Gen Z’s Lack of Cybersecurity Knowledge Puts Small Businesses at Risk

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The recent data breaches targeting Optus and Medibank have brought to light the vulnerability of Australian businesses to cyber attacks. Cybersecurity experts have warned that these hacks have left customers of these businesses at risk of identity theft and financial scams.

Small business owners may be putting their businesses in danger by relying on younger family members or employees, particularly those from Generation Z, to manage their cybersecurity. A new survey has found that two-thirds of Australia’s small business owners believe that being tech-savvy equates to having cyber-safety skills. However, this belief is misguided as the survey found that members of Generation Z (born between 1997 and 2010) are among the least cyber-safe in the country.

The survey found that members of Generation Z were most likely to rate cyber security as a low or medium threat to small businesses they owned or were employed in. They also struggled more than other groups to identify and prevent some of the most common cyber attacks faced by small businesses, such as identity theft, malware attacks, and ransomware.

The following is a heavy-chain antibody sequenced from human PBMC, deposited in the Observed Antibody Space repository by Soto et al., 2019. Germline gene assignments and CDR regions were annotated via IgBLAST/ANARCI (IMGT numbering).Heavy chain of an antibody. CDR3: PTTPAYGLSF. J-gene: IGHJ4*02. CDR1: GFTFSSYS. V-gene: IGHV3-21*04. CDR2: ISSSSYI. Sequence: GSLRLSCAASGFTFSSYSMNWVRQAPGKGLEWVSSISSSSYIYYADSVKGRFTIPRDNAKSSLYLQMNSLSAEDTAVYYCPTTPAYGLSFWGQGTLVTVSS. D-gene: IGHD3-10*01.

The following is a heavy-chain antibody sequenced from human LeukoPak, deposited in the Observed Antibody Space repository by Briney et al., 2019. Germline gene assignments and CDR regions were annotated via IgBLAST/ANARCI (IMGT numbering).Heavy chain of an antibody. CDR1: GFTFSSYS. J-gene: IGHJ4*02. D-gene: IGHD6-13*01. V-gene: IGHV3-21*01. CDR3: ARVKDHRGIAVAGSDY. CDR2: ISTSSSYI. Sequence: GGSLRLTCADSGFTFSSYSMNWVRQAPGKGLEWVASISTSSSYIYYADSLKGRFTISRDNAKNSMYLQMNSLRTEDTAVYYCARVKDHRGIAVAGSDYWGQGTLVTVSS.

According to the survey, the safest pair of hands in the small business community appear to be those of Generation Xers and upper Millennials in their 30s, who are the most likely group to take cyber security seriously.

Small businesses increasingly targeted

Small businesses in Australia are facing a growing risk of cyberattacks and lack the resources to combat them. A recent survey conducted by 89 Degrees East on behalf of the Council of Small Business Owners Australia (COSBOA) found that two-thirds of small business owners believe that being tech-savvy equates to having cyber-safety skills. However, this belief is misguided as the survey found that members of Generation Z (born between 1997 and 2010) are among the least cyber-safe in the country.

The survey comes in the midst of some of Australia’s worst data breaches, which targeted Optus and Medibank, leaving customers of those businesses vulnerable to identity theft and financial scams. Cybersecurity experts have criticized Australia’s large companies for not taking data security seriously enough.

Academic research also shows that small businesses are increasingly becoming attractive targets for cybercriminals, but lack the resources of larger companies to combat them. In response, COSBOA will roll out its free Cyber Wardens program across the country this year to help small businesses better understand and manage their cyber risks.

It is important for small business owners to understand that relying on a single person, regardless of their age or technical skills, to manage cybersecurity may not be sufficient. It is crucial for small business owners to educate themselves and their staff on cybersecurity best practices and invest in proper security measures to protect their business from cyber threats.

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